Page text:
The AMI QT Devotionals from December 17 to 24 are provided by Pastor Yohan Lee of Remnant Church, New York City. Yohan graduated from University of Pennsylvania and Cairn University, where he studied theology. He is married to Mandie, and they have four adorable children.
Devotional Thoughts for Today
Then Laban said to Jacob, “Because you are my kinsman, should you therefore serve me for nothing? Tell me, what shall your wages be?” 16 Now Laban had two daughters. The name of the older was Leah, and the name of the younger was Rachel. 17 Leah’s eyes were weak, but Rachel was beautiful in form and appearance. 18 Jacob loved Rachel. And he said, “I will serve you seven years for your younger daughter Rachel.” 19 Laban said, “It is better that I give her to you than that I should give her to any other man; stay with me.” 20 So Jacob served seven years for Rachel, and they seemed to him but a few days because of the love he had for her.
When it comes to time, I think we all understand that old saying, “The days are long but the years are short.” When we look back, doesn’t it seem like your time in school, dating your wife, your kid’s childhood, your 20’s (30’s or 40’s), time you had with your parents, etc., just whizzed by? But when you look ahead, don’t things like finishing school, getting married, raising kids, retirement, seem like a never ending series of never ending days? This is why I don’t get how in v. 20, it says that Jacob’s love for Rachel made seven long years (2,555 days, not counting leap year) of labor feel like just a “few days.” When I was waiting to get married, there was only about a six month gap between my engagement and wedding—that time felt like forever to me! But perhaps Jacob—that heel-grasping deceiver—was more patient and more loving than I?
Here’s my point: many of us know how to invest long periods of time into things we deem important—such as school, a training program, or that horrible job! Unfortunately, when it comes to spiritual matters, character, or ministry, we’ve become immediate-gratification Christians. For example, if I were to give you a regimen that would help you either overcome an addiction, grow in a particular area, or grow a ministry, but it would take seven years before you saw lasting fruit, would you take it, or, does seven years seem too long? Most of us probably wouldn’t, figuring we can accomplish our desired goals in a fraction of that time. But this morning, let me remind you, for the Lord a day is like a thousand years, and a thousand years are like a day (2 Peter 3:8). Many of the important things in life—like godliness, character, and wisdom—are going be lifetime investments. When we just accept that, then we can learn how to enjoy the process.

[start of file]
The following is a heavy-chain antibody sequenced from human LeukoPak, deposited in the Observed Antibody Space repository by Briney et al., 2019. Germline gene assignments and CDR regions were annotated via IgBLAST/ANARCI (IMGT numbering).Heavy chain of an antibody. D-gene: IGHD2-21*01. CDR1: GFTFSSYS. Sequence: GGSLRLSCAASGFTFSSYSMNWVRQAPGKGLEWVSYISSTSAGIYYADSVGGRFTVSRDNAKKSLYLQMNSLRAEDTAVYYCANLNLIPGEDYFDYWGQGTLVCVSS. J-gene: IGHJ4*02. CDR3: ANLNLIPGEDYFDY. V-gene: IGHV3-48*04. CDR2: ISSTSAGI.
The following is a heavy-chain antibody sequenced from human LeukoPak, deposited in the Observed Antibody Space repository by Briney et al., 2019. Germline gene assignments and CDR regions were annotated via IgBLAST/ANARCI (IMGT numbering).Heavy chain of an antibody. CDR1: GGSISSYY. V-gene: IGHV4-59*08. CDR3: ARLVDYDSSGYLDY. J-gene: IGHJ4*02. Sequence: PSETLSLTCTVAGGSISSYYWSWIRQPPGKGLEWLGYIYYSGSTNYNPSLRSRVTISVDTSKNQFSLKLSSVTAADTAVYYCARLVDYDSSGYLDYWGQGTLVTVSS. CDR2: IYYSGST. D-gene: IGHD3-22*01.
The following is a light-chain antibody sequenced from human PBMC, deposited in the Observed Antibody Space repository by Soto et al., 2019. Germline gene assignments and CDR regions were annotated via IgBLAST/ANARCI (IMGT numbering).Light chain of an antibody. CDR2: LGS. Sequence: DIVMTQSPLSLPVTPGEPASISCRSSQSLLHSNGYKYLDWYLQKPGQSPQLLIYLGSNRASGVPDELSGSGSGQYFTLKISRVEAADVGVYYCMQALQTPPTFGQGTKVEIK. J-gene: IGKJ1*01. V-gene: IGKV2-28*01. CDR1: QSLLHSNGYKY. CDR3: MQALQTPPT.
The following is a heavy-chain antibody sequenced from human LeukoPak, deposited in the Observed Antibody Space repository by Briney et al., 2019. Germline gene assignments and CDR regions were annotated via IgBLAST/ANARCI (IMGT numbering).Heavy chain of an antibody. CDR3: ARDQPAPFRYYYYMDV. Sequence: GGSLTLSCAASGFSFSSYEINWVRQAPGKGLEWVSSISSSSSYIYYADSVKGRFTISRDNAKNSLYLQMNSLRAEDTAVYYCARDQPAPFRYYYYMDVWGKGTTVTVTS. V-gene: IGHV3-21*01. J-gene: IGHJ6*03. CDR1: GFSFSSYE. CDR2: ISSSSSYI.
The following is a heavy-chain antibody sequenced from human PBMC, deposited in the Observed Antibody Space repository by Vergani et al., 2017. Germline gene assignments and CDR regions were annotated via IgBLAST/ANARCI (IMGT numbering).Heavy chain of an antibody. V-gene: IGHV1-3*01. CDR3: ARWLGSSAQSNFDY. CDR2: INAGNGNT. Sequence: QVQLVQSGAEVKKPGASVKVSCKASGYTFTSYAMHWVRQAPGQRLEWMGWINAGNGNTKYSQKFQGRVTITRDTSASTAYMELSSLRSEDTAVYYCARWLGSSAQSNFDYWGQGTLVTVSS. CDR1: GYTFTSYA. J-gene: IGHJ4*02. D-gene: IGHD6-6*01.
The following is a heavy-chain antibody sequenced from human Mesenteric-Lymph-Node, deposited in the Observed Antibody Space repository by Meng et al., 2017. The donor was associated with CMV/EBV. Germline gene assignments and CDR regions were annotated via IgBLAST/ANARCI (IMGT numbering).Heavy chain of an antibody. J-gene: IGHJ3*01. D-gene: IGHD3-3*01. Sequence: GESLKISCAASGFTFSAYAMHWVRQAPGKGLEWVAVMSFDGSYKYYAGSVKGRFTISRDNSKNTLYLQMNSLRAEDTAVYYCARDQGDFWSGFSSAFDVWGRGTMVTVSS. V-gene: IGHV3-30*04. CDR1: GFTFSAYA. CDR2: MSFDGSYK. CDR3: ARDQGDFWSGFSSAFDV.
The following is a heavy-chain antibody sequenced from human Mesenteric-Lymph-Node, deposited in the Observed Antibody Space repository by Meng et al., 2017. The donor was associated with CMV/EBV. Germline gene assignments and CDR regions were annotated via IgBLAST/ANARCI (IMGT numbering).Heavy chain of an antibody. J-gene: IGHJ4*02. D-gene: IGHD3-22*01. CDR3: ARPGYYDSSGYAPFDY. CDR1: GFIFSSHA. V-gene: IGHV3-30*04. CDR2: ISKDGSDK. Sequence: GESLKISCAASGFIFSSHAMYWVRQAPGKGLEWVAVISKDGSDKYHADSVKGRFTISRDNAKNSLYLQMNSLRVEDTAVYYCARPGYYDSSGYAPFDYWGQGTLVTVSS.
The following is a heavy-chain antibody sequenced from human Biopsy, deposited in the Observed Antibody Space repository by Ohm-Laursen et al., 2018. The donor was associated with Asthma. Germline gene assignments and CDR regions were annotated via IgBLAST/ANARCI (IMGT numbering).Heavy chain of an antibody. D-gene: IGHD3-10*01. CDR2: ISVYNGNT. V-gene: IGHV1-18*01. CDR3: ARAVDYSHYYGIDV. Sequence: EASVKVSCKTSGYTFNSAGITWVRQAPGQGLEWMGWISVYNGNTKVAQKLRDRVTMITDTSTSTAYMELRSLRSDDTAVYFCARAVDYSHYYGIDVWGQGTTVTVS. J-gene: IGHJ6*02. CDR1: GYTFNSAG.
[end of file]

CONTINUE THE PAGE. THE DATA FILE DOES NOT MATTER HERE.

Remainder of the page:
This morning, think about some spiritual things you’ve always wanted to accomplish but seemed too difficult or too time consuming: such as becoming a real Bible scholar, having a deep prayer life, becoming a small group leader, growing in a ministry skill, or memorizing the New Testament. Let’s not get discouraged because expertise won’t happen in a week, but let’s enjoy the investment and the time it takes to know and walk with our Lord. And trust me, He is changing you through the process!
Prayer: Lord, I have always wanted to do ________ . Please give me strength and perseverance to start this venture with You today. Help me to see You working in my life through the process. And thank You that You are the one who began a good work in me and will carry it through to completion until the day of our Lord. Amen.
Bible Reading for Today: Jeremiah 52
Lunch Break Study
Psalm 90 (Read the entire Psalm; only portions are provided): Lord, you have been our dwelling place in all generations. 2 Before the mountains were brought forth, or ever you had formed the earth and the world, from everlasting to everlasting you are God. 3 You return man to dust and say, “Return, O children of man!” 4 For a thousand years in your sight are but as yesterday when it is past, or as a watch in the night… 12 So teach us to number our days that we may get a heart of wisdom. 13 Return, O Lord! How long? Have pity on your servants! 14 Satisfy us in the morning with your steadfast love, that we may rejoice and be glad all our days. 15 Make us glad for as many days as you have afflicted us, and for as many years as we have seen evil.
16 Let your work be shown to your servants, and your glorious power to their children.
17 Let the favor of the Lord our God be upon us, and establish the work of our hands upon us; yes, establish the work of our hands!
Questions to Consider
- What do we learn about God’s nature from this Psalm?
- What do we learn about the nature of man from this Psalm?
- What was the psalmist’s request (vv. 16-17), and how does that serve as a model for us?
- God is eternal and exists outside of time. Before the universe existed, He was there. He currently exists in the past, present, and future, and therefore always have perfect perspective.
- Compared to God, our span is insignificant, and our vision and understanding are limited.
- The psalmist asked for two things: First, he wanted people to see get awestruck by God’s eternal power, and then he asked that the work of His hands be established forever—in other words, an eternal legacy.
Today’s theme was time. On one hand, we do have time, so we need to be willing to take time to invest in the things of the Kingdom. On the other hand, because our time is brief, we need to be willing to take time to invest in Kingdom things. This evening take some time and ask God to show you what you should be investing in.